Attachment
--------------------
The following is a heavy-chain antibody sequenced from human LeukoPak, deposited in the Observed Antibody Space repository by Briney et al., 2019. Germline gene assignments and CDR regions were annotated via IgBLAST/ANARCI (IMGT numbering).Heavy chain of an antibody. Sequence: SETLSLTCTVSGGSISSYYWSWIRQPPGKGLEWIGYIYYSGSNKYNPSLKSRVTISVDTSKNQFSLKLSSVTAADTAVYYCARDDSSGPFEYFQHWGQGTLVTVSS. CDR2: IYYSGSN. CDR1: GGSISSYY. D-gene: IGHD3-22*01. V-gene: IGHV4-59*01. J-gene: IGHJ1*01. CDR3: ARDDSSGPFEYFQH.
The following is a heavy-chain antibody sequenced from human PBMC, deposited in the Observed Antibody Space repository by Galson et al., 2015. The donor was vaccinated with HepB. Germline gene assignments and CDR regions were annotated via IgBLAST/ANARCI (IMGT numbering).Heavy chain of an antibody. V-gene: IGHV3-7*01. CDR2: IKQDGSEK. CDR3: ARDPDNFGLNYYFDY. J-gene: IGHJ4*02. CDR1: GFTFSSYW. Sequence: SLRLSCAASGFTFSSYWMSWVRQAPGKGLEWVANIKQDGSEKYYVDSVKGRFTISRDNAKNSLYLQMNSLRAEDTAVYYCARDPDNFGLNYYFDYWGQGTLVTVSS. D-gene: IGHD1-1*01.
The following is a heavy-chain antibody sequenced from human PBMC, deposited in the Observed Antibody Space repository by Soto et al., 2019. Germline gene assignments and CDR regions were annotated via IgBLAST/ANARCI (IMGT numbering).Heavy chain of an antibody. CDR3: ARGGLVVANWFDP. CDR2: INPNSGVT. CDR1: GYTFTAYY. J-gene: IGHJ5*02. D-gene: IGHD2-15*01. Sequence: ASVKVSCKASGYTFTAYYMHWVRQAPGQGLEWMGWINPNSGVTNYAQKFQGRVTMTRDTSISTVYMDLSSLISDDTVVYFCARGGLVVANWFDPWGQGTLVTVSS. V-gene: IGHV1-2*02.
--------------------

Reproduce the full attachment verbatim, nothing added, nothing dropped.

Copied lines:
The following is a heavy-chain antibody sequenced from human LeukoPak, deposited in the Observed Antibody Space repository by Briney et al., 2019. Germline gene assignments and CDR regions were annotated via IgBLAST/ANARCI (IMGT numbering).Heavy chain of an antibody. Sequence: SETLSLTCTVSGGSISSYYWSWIRQPPGKGLEWIGYIYYSGSNKYNPSLKSRVTISVDTSKNQFSLKLSSVTAADTAVYYCARDDSSGPFEYFQHWGQGTLVTVSS. CDR2: IYYSGSN. CDR1: GGSISSYY. D-gene: IGHD3-22*01. V-gene: IGHV4-59*01. J-gene: IGHJ1*01. CDR3: ARDDSSGPFEYFQH.
The following is a heavy-chain antibody sequenced from human PBMC, deposited in the Observed Antibody Space repository by Galson et al., 2015. The donor was vaccinated with HepB. Germline gene assignments and CDR regions were annotated via IgBLAST/ANARCI (IMGT numbering).Heavy chain of an antibody. V-gene: IGHV3-7*01. CDR2: IKQDGSEK. CDR3: ARDPDNFGLNYYFDY. J-gene: IGHJ4*02. CDR1: GFTFSSYW. Sequence: SLRLSCAASGFTFSSYWMSWVRQAPGKGLEWVANIKQDGSEKYYVDSVKGRFTISRDNAKNSLYLQMNSLRAEDTAVYYCARDPDNFGLNYYFDYWGQGTLVTVSS. D-gene: IGHD1-1*01.
The following is a heavy-chain antibody sequenced from human PBMC, deposited in the Observed Antibody Space repository by Soto et al., 2019. Germline gene assignments and CDR regions were annotated via IgBLAST/ANARCI (IMGT numbering).Heavy chain of an antibody. CDR3: ARGGLVVANWFDP. CDR2: INPNSGVT. CDR1: GYTFTAYY. J-gene: IGHJ5*02. D-gene: IGHD2-15*01. Sequence: ASVKVSCKASGYTFTAYYMHWVRQAPGQGLEWMGWINPNSGVTNYAQKFQGRVTMTRDTSISTVYMDLSSLISDDTVVYFCARGGLVVANWFDPWGQGTLVTVSS. V-gene: IGHV1-2*02.